A letter was sent by the governors of St Augustine's to all parents on 19 September, and it seems that some changes are afoot.
Just before I proceed to the meat of the letter, let me just address some comments that have been made over the last few days speculating as to whether any governors have resigned. According to the Accounts to July 2010 as they appear on the Charity Commission website, the following governors were in place as of that date.
Brigadier D Cantley OBE (deceased December 2010)
Dr M M Dowling-Branagan BA, MBBCh
Mrs H Grewal BA
Prof A Hemingway
Mrs A B Kendall
Prof G Bennett
Apart from Brigadier Cantley, all the governors listed have signed the most recent letter, and in addition we now have Dr M Barnard, Mrs F Carey, Deacon A Clark, and Mrs C Phillips. So it seems that no governors have resigned.
The letter starts, as one might reasonably expect, by thanking Mrs Gumley Mason for her service. It then goes on to explain that an appointments committee has been set up to manage the appointment of a new headteacher, and that they may work with "external agencies" to get the highest possible calibre of candidate. All very good. The interesting thing is the composition of the appointments committee: Professor Bennett, Dr Barnard, Deacon Clark and Mrs Carey. All new governors appointed or elected within the last year or so. It would appear that there has been something of a changing of the guard, Professor Bennett being the longest-serving governor on the committee having been appointed during the 2009/10 academic year.
They then talk about the transition period. It seems that the announcement of Mrs Gumley Mason's departure has caught the governors somewhat by surprise, since they don't yet have a set of transitional arrangements to announce. It seems to me that the transitional arrangements will need to address two separate phases of the transition. Firstly, whether there are any particular arrangements that need to be made for the remainder of this term while Mrs Gumley Mason works out her notice, and then they will need to consider separately the period between the end of the calendar year and the appointment of the new permanent headteacher.
There are a few things that will need to be sorted out: the appointment of an acting head, the arrangements for support of the acting head by the governors and senior staff, the arrangements for safeguarding, since Mrs Gumley Mason is also the Designated Teacher for Safeguarding. But by and large, there should be no great difficulty over this - a school can manage without a headteacher for a short period in the event of the illness or absence of the head. Any strategic decisions can be deferred, or taken by the governors. And in the meantime, the heads of department and the heads of year get on with the tasks that they already know need to be done.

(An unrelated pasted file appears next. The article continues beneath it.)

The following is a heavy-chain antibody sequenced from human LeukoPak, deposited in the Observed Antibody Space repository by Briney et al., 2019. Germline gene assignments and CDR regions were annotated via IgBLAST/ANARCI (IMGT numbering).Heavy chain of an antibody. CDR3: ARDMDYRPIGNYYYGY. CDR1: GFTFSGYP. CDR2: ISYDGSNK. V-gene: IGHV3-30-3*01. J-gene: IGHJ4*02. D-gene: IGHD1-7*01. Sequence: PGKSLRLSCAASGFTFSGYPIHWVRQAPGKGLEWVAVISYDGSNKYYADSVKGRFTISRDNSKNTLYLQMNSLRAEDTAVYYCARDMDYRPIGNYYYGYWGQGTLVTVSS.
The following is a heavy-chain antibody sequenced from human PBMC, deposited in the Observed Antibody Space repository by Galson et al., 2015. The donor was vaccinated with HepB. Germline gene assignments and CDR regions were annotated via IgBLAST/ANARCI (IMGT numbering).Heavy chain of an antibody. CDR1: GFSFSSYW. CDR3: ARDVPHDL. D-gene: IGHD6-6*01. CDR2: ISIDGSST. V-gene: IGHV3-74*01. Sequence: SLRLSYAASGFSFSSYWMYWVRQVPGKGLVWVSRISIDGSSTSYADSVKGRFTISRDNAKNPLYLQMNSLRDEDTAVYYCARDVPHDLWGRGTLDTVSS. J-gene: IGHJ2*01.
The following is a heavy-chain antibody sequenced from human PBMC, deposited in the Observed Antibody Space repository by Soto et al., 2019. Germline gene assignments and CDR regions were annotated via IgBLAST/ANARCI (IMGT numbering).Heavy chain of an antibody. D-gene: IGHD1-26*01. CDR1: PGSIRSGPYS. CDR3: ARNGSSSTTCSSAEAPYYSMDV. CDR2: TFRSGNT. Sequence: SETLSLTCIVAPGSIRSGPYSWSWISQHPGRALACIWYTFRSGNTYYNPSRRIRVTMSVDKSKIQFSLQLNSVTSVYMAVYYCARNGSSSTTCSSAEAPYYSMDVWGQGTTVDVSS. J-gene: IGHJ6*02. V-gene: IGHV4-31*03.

Then the governors go on to address the governance structure of the school. It is very interesting that they have mentioned this now. The ISI report published earlier this year mentioned shortcomings in governance, but it has taken until now for a committee to be set up to look at this. Again, the composition of the committee is instructive: Professor Hemingway, Professor Bennett, Mrs Philiips, Deacon Clark and a Trustee. Mostly new governors for this job as well, particularly including Prof Bennett, a professor of law. In my view, one of the first things that needs to be addressed is the frankly unhealthy arrangement of separate boards of Trustees and Governors. There seems to be far too much scope here for differences of opinion leading to one body attempting to impose its will on the other. It seems to me that a school of only 500 or so pupils doesn't really need two separate governing bodies.
Then there's a bit of motivational stuff about the future, where they at one point say that it is an opportunity for the school to move forward, and also say that it is a turning point for the school, which seems to be a bit of a contradiction - you can't be moving forward if you perceive the need to make a turn. Quite what they mean is anybody's guess, but I don't think we need worry greatly. It's common for letters from school governors to contain a bit of this sort of thing.
Lastly, the governors promise that this letter is the first in a series of more detailed communications aimed at keeping pupils, staff and parents as informed as possible. And that is very much to be welcomed.
Overall, this is a positive letter, it looks as if the governors are beginning to get to grips with the problems the school has had over the past 18 months or so concerning the ISI report and the school's woeful response to it. Much clearly still needs to be done, and I wish the governors all the very best in their efforts to achieve it.
Let me add one final point. The reason I have written about St Augustine's Priory School on this blog is solely because gross shortcomings in its safeguarding policies and procedures came to my attention. As soon as I am satisfied that this has been rectified, that the policies reflect best practice and are being thoroughly implemented, then I will wish the school well and cease to have any interest. On the other hand, if I think that the governors are backsliding in their efforts to ensure proper safeguarding at the school, then I will say so. My sole objective in all this has been the safety and welfare of the pupils
But it shouldn't have required all this bad publicity from me. Parents, staff and governors shouldn't have allowed the school to get into this situation in the first place. Once the school is made safe, you all have a responsibility to be vigilant in order to keep it that way. That job never ends.